Black oystercatchers may be conspicuous creatures on the shorelines of the Pacific Coast, but their movements are mysterious.
That mystery and their prevalence have prompted Simon Fraser University researchers to outfit a few with solar-powered satellite tags and “backpacks” to track their traverses.
“The year-round movements of black oystercatchers are unknown currently,” said master’s student Lena Ware, who is leading the research project with her supervisor David Green through SFU’s Centre for Wildlife Ecology. “The tags will give us really high quality location data for two to three years.”
The duo are spending the month travelling to sites on the Sunshine Coast, at Pacific Rim National Park on Vancouver Island and Haida Gwaii.
They spent about five days on the Sunshine Coast at Roberts Creek and Mission Point in Davis Bay, the location of choice for the biologists because of the sizable flocks, upwards of 100 birds especially in the fall, and the ease of access. “It’s hard to find a place that’s so accessible where you can just park and walk out to,” said Ware.
They catch the birds by laying down a special carpet affixed with tiny nooses, luring them with a decoy speaker that plays birdcalls. Once caught, they affix two green identifier bands to the oystercatchers’ legs. They’re also outfitted with an antenna attached to a tiny box with solar panels, “kind of like a backpack,” explained Ware. Bird researchers commonly use the harnesses.
Ware and Green were able to tag four birds on the Coast and have since been tracking their movements online. One has flown to Gambier Island, another made its way up Salmon Inlet. “They are all moving along and doing great,” said Ware.
Black oystercatchers had long been considered homebodies, living in one area their entire lives, but 10 years ago a study showed that in fact they are highly migratory. “Some of the birds we tagged in the winter we don’t know where they are going to breed, some of them could potentially book it up north a couple thousand kilometres,” said Ware.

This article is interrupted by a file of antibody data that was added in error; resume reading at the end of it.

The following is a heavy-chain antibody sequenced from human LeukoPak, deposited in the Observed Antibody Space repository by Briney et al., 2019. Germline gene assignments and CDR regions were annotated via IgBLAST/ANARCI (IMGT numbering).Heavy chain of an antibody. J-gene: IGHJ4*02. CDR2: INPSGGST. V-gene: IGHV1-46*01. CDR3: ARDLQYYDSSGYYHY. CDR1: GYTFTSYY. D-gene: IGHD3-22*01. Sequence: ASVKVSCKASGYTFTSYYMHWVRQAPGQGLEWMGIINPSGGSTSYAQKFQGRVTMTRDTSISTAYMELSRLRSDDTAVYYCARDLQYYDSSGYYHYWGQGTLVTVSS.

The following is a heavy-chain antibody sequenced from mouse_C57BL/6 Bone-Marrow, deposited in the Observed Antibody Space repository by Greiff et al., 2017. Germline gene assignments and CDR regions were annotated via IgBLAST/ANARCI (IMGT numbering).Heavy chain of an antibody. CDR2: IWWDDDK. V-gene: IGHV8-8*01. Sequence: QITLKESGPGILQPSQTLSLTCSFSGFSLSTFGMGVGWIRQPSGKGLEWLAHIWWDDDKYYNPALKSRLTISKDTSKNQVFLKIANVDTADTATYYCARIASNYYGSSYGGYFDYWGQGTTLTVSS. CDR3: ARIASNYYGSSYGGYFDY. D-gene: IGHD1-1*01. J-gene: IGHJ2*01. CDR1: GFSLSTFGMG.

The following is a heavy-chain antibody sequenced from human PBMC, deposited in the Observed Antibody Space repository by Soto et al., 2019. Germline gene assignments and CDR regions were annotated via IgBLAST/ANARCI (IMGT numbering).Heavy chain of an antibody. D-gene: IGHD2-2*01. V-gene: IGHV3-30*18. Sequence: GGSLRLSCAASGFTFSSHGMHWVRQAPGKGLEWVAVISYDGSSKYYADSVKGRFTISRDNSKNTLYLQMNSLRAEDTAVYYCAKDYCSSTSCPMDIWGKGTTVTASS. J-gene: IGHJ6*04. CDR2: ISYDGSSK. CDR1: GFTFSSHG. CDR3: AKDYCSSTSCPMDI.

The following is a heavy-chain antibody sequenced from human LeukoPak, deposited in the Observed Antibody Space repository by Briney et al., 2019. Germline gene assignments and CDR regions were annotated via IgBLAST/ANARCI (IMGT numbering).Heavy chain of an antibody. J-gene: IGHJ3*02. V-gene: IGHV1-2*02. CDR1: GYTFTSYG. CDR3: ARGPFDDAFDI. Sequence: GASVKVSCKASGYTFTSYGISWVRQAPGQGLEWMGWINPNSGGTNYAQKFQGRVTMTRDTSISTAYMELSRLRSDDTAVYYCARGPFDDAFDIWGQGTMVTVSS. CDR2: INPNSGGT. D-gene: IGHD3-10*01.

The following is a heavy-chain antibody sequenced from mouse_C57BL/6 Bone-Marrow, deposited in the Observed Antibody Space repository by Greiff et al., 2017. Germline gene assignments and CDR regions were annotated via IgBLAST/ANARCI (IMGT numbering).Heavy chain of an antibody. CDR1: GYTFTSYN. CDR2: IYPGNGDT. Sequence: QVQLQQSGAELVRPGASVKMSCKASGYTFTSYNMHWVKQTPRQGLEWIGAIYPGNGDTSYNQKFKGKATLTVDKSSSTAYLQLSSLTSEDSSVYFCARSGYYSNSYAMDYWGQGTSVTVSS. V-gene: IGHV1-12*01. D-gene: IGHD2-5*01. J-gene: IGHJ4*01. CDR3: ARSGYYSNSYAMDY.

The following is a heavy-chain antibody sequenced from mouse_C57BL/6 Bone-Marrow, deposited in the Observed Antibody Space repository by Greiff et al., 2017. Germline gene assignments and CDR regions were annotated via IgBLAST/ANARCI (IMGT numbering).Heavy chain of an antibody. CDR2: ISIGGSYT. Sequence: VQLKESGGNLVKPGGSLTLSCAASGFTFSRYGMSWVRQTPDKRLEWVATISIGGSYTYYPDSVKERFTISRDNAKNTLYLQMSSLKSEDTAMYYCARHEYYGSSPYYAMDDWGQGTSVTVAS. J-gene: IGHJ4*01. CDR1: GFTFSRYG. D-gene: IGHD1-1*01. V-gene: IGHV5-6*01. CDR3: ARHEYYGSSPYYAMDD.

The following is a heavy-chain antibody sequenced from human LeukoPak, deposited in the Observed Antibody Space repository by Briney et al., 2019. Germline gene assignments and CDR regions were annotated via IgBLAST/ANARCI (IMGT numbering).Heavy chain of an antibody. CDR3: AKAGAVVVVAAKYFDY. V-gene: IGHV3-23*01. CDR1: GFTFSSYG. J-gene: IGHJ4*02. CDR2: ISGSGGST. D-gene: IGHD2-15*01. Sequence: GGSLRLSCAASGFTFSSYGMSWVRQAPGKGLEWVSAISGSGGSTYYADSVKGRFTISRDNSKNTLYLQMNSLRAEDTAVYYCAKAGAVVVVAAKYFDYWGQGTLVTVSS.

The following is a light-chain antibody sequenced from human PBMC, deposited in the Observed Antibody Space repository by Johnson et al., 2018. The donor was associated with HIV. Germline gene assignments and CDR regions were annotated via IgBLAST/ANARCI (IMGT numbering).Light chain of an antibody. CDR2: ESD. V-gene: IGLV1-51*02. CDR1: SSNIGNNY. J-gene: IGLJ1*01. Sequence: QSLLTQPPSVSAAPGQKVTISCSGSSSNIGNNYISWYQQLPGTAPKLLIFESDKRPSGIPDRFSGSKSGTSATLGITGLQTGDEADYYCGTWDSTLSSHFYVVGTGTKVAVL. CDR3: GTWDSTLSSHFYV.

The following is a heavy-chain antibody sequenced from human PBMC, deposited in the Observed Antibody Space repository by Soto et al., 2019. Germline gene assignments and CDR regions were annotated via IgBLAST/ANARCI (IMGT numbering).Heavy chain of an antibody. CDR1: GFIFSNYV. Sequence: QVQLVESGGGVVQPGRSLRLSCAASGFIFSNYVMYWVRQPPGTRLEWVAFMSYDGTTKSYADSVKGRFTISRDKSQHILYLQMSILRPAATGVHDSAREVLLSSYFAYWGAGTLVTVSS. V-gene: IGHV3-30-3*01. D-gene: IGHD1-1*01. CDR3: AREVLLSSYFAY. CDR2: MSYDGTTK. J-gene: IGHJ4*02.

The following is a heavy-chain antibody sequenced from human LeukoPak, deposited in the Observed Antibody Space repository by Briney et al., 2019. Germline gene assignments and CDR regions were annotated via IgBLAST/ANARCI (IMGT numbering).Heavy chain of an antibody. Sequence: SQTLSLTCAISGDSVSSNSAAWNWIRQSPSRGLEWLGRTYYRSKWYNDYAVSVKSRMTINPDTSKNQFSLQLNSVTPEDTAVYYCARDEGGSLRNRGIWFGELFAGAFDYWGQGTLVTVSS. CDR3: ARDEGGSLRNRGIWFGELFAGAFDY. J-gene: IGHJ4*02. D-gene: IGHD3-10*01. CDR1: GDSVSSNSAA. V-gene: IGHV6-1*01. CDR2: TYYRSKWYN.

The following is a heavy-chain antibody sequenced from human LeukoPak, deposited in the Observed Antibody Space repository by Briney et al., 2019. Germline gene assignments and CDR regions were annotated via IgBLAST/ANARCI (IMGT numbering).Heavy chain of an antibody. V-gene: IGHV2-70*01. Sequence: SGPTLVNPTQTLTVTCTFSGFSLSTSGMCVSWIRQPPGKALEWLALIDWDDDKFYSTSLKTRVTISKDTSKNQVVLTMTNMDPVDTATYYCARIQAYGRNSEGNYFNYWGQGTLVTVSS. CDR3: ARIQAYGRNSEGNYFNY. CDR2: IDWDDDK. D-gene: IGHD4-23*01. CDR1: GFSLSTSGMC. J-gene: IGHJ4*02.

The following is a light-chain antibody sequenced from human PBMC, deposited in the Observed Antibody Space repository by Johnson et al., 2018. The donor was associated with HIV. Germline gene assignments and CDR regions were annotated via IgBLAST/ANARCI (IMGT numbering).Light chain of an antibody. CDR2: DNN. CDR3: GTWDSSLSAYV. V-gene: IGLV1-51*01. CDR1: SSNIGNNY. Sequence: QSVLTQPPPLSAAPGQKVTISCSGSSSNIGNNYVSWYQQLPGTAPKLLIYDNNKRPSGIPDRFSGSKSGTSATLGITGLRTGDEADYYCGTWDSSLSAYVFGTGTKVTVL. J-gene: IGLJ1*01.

They are, however, the only bird species that spend the entire year in intertidal ecosystems and which breed and winter in the exact same place each year, making them an ideal “intertidal indicator species” for coastal health. “If one year there’s no oystercatchers, that’s an indication about specifically that area,” said Ware.
That understanding could also be used by cleanup crews when oil spills happen – giving emergency responders knowledge of what areas to clean first to save wildlife. Ware said they expect to learn more, but that will happen once the information from the 20 birds they hope to tag starts pouring in. “It’s incredible data, there’s so much we can do with it.”
The SFU lab collaborates with Environment and Climate Change Canada with funding for the project coming from the federal government’s $1.5-billion Ocean Protection Plan.
On Wednesday, Ware and Green were on Long Beach in Tofino and have partnered with Parks Canada and the Raincoast Education Society on Vancouver Island. After that they will head to Haida Gwaii, where they will work with Council of the Haida Nation, provincial Ministry of Forests and Resources, and the Laskeek Bay Conservation Society.
Ware, who formerly lived in Madeira Park, got her start in ecology in 2011 at the Iris Griffith Field Studies and Interpretative Centre, where she had her very first “nature job.”